Can Baltimore’s creative community, leaders, businesses and nonprofits harness the collective willpower to create safe spaces for artists?
This question wove its way through the second meeting of Mayor Catherine Pugh’s Task Force on Safe Arts Spaces last night, held in the main building at the Maryland Institute College of Art. Artists and activists piled into the room with the 22-member group appointed by Mayor Pugh to continue where they left off at the first meeting two weeks ago.
For most of the evening, co-chairs Jon Laria and Frank McNeil steered the conversation toward three main issues: artists’ space needs, code and regulatory issues and project development and finance. At the first meeting, the task force and attendees identified these areas as key priorities for coming up with an end goal for the mayor over the next five months. The task force formed a work group for each issue.
Qué Pequeño, an artist and former Bell Foundry tenant who was evicted with dozens of others early last month, observed that more artists made it out to this meeting than the first one. “There are more artists from outside the community that are actually being allowed to talk and voice their opinions on what does and doesn’t work for safe and effective houses in Baltimore,” he said.
The meeting filled to the point where it was standing-room-only. Attendees floated a flurry of ideas to address artists’ spatial needs. Some pointed out that devoted spaces for artists already exist. Writer and activist Jason Harris said organizations like Artists’ Housing Inc., have existed for decades and have working models that can be replicated across the city. He suggested taking a roll call of all of the buildings that the city could repurpose for artist housing, work and performance spaces. Important criteria he listed included the number of units, how many people each space accommodates and the median rent in those neighborhoods.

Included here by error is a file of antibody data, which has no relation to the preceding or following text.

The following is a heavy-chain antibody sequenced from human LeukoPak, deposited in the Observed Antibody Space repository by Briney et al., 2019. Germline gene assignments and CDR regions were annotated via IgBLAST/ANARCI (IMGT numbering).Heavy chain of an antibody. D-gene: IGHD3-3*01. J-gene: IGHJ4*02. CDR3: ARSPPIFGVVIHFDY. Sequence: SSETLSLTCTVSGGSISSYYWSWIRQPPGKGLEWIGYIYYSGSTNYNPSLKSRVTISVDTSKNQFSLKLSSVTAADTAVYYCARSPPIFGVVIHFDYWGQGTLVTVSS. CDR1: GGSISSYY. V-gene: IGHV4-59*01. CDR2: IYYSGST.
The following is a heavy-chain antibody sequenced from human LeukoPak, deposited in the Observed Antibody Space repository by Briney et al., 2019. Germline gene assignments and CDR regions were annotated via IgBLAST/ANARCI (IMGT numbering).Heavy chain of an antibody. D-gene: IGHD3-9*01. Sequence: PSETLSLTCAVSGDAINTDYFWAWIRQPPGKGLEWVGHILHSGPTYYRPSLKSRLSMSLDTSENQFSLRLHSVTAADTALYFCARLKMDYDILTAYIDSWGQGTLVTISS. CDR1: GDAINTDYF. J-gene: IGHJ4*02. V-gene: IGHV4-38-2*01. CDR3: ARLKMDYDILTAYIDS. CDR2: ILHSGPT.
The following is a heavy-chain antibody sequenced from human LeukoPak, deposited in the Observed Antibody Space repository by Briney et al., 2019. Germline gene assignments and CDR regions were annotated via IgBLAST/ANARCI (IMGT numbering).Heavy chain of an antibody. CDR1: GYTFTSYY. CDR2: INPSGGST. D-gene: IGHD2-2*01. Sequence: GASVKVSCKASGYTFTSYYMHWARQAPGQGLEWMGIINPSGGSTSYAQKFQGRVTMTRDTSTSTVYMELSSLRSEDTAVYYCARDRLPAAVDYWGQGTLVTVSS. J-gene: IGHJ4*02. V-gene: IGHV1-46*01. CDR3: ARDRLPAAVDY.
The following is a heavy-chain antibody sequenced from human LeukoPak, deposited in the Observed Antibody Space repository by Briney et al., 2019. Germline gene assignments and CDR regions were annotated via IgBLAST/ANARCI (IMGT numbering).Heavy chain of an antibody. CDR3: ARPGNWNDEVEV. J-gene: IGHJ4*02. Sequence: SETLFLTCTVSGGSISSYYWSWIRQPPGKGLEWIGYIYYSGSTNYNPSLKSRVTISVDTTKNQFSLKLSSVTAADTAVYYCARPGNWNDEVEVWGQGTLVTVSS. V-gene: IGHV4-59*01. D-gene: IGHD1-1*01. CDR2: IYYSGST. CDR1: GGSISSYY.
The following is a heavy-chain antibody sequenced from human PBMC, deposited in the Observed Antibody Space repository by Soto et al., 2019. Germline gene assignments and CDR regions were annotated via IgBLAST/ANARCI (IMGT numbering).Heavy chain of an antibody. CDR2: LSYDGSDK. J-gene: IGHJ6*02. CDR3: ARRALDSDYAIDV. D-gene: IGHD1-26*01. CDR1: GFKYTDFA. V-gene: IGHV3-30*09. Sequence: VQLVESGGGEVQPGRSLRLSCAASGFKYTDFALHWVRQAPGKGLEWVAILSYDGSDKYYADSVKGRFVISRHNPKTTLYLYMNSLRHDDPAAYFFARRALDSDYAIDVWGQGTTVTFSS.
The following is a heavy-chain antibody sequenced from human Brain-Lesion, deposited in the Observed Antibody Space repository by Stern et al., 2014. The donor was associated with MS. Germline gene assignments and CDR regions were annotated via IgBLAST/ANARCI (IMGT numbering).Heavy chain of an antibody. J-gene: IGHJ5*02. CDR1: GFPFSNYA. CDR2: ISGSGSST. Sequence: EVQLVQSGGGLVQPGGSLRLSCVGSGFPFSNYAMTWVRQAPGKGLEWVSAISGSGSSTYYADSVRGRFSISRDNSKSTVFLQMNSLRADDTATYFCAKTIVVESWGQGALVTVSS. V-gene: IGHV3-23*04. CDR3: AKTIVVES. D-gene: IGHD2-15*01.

“That can at least give the task force a 10,000-point view of what is in the city and then, based off of that, then you can plug it in and have it on a map,” he said.
Others noted that the city must ensure any planned artist housing or workspaces are geographically accessible. Aaron Maybin, a retired NFL linebacker from Baltimore turned artist and activist, supported the idea. “You have to think about the most vulnerable and marginalized people that are going to be accessing these facilities,” he said.
The discussion moved to code enforcement and regulations, the enforcement of which closed the Bell Foundry and led Mayor Pugh to create the task force last month. Baltimore electronic musician Dan Deacon, a member of the task force, asked whether the city could devise new zoning codes specific to artist spaces so that evictions like the one at the Bell Foundry don’t happen. “I don’t think we’re going to be able to create a whole new paradigm within the existing codes and regulations,” he said.